The Body of an Athlete

I analyzed the minuscule piece of neoprene with marked skepticism.  I knew wet suits were supposed to stretch, but this suit looked as if it would cover a single arm.

“Are you sure this is the right size, Woody?”  Having provided him with my height and more importantly honest weight, it seemed appropriate to be on a first name basis.

“According to the fitting guide, this is the suggested size.  If it doesn’t fit correctly, we can try another suit.”

I retreated to dressing room to try my hand at sausage casing.

I placed a plastic bag over my foot before slipping in through the leg of the suit- this was supposed to make it easier to put on.  I managed to get the suit to my upper thighs before discouragement set in.  I kicked and stretched and pulled until somehow I got the suit up and my arms through the arm holes.  I waddled out of the dressing room and asked my husband to zip me up- which he did, with the assistance of my mother-in-law.  A garment that requires multiple people to squeeze you in to it does not do a lot for your confidence.

I glanced in the mirror.  The openings for the arm holes crossed in the middle of my breasts, which were spilling out of each side.  I turned my back to shield myself from customers and tried to maneuver them back in.  My efforts were to no avail.  That was just how the suit was cut.

Woody inquired as to the fit.  I have never worn a wet suit.  Was I supposed to feel like my body would undergo a hot death by suffocation?  Woody assured me the suit should fit snugly.  I pointed to my chest area.

“I feel like this is a little bit constricting.”

Woody suggested I try the next size up.  Which I did.  It fit slightly better- only a third of my breasts were spilling out the side.  I assumed that this was just the cut of the rental suits and determined I would just have to make the best of it.  I was reminded that most people are not going to look at my body and think “triathlete.”

I am sure that I am not the first woman to have a problem getting a proper fit for a wet suit.  If I were to purchase a suit, rather than renting, they would no doubt have a version that was made specifically for a woman’s curves.  But at a triathlon shop, they are going to stock the sizes and styles that fit the majority of triathletes.  Apparently, my build is outside that norm.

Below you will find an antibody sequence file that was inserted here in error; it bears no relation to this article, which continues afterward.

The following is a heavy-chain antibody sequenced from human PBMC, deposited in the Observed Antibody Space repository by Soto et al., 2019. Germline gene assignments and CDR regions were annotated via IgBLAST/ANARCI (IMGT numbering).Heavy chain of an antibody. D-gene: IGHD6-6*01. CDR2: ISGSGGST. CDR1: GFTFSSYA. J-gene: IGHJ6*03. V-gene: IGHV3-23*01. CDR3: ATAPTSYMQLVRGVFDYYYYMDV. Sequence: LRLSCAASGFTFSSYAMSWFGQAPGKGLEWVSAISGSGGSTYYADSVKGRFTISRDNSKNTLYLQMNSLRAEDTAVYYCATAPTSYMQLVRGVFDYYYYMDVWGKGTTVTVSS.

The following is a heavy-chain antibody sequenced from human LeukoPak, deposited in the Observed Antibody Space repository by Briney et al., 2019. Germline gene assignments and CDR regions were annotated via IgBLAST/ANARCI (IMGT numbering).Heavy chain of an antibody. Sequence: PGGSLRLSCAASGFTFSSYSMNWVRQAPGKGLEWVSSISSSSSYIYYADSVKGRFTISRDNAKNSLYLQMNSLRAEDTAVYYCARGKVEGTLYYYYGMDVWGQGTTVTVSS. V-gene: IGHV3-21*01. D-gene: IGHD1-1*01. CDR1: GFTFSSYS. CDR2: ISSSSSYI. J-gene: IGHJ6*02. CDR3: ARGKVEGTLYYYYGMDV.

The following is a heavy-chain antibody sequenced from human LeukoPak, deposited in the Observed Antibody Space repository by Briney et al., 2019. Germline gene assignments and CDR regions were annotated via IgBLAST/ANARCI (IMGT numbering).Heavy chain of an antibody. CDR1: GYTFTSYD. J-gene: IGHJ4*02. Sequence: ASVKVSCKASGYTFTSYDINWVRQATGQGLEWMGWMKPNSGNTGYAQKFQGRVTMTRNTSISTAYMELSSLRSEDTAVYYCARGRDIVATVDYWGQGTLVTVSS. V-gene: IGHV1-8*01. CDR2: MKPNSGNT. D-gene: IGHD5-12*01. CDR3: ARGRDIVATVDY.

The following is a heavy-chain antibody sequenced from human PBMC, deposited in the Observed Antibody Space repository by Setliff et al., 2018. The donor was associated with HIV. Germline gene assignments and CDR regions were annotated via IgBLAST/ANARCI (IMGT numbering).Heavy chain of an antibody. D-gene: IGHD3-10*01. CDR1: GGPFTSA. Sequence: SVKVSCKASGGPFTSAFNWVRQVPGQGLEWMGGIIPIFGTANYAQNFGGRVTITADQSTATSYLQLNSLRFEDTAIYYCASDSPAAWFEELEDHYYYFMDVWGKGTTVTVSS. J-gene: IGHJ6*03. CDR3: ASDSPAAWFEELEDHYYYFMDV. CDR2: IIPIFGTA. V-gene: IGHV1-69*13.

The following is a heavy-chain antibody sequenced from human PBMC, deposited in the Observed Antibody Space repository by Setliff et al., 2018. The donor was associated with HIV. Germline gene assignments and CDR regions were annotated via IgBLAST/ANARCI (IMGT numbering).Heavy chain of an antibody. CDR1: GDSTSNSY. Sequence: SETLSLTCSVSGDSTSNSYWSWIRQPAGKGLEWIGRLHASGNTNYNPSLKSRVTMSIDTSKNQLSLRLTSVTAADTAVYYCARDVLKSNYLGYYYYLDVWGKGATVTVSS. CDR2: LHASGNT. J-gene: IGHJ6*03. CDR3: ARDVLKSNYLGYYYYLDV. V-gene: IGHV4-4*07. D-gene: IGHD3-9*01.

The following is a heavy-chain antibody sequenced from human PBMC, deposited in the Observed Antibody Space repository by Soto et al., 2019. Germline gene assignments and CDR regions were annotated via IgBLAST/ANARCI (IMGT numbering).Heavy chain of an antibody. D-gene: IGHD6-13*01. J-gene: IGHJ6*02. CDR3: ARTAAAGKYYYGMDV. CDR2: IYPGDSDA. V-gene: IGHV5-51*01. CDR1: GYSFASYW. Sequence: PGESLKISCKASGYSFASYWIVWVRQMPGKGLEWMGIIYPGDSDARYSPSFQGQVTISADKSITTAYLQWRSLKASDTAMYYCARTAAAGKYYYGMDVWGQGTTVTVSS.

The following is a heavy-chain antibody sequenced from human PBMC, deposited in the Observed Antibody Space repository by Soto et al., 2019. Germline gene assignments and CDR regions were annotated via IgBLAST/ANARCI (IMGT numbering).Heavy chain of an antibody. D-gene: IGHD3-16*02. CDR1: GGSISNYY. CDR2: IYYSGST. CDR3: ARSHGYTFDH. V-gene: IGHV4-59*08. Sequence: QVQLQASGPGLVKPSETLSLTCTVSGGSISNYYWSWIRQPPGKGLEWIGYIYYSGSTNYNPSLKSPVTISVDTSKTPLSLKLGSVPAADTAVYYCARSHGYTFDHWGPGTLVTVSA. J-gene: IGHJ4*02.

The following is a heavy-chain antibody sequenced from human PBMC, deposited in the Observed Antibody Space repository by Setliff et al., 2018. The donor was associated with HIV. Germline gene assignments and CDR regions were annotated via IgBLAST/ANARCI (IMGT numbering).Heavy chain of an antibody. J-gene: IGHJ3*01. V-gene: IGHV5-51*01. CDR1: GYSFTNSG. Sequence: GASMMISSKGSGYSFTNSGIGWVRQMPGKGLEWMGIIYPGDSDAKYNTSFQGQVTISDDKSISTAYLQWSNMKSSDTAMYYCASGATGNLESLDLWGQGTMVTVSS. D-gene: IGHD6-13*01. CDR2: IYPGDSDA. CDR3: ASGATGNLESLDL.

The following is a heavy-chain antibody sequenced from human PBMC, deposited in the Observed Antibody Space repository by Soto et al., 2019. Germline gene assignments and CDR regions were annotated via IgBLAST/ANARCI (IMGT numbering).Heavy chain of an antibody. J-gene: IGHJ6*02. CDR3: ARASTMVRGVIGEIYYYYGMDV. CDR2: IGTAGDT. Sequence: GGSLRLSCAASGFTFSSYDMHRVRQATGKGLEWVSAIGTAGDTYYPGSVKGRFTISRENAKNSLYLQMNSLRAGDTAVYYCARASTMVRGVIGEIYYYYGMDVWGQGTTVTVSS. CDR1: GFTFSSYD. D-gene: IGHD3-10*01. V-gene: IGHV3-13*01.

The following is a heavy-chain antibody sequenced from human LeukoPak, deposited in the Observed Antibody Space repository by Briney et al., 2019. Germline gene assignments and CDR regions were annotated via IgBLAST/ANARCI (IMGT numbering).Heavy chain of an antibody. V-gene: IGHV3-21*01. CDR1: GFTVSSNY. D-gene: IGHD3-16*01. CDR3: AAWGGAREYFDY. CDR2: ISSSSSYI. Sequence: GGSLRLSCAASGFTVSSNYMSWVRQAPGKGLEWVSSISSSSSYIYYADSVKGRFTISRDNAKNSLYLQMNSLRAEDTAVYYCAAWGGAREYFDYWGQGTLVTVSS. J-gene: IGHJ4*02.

Training for my upcoming triathlon has been an exercise in getting comfortable with my insecurities, both physical and mental.  I had to learn to swim beyond my normal floating in the pool.  Like a toddler at swim lessons, I had to be encouraged to put my face in the water and blow bubbles as I swam.  I took up mountain biking- a sport I had long ago tried and relinquished to my husband- to get fit for the biking portions.  But one of the greatest ongoing challenges is accepting my physique as an athletic body.

I am perfectly comfortable describing myself as chubby.  I have been called curvaceous.  Once, I even had a gentleman yell “cornbread” as I was jogging along the street (had to look that one up on urban dictionary).  I am ok with all of those terms.  I am chubby.  I have curves.

A friend was trying to introduce me to another friend over email.  She told the woman I was a runner.  It made me uncomfortable.  I felt the need to emphasize what a slow runner I am.  I probably even mentioned being overweight.

Why do I feel the need to shame myself?  I run several times a week, every week.  I participate in races regularly.  My mile time is around eight and a half minutes.  Running a 5k is no longer an issue.  I may not look like most runners, but I fit the criteria for being a runner.  Why do I negate the facts, like a woman deflecting a compliment by pointing out an imperfection?

Part of it might be societal.  Awhile back, Maria Kang came under fire for her “What’s Your Excuse” photograph.

http://abcnews.go.com/Health/buff-mom-whats-excuse-post-sparked-fit-shaming/story?id=21098748

I thought the photo did a huge disservice to women.  It didn’t offer encouragement or take into account the differing circumstances of each woman’s journey in motherhood.  But I was more bothered by her comments, such as “you can just tell by looking at someone if they are fit or not. I know this from being in the fitness world and working with people. It’s instinct”

Race after race, I show up and look around the starting line.  I notice women in cute running outfits who are half my size, and there is a part of me that envies them.  I would love to not feel self conscious about my appearance.

But, over the course of the race, I will notice many of those women walking in their cute outfits while I pass by them.  Are there thin women passing me right and left?  Absolutely.  But there are also women of every size both ahead of me and behind me.  You cannot judge a book by its’ cover.

So I admit it.  I am a runner.  I am a mountain biker.  Heck, I am even becoming a swimmer.  But I am not over every hurdle on my race to athletic confidence.  I know at events like these there are photographers at every corner, waiting to snap my picture for later sales.  I shouldn’t look at them.  I don’t purchase them.  But I can’t help myself.

When I see myself squeezed into that ill fitting wet suit, will I beat myself up for my paunchy stomach and flabby thighs?  Or will I be thankful for this body, the one that gives me the ability to earn the title of triathlete, flaws and all?

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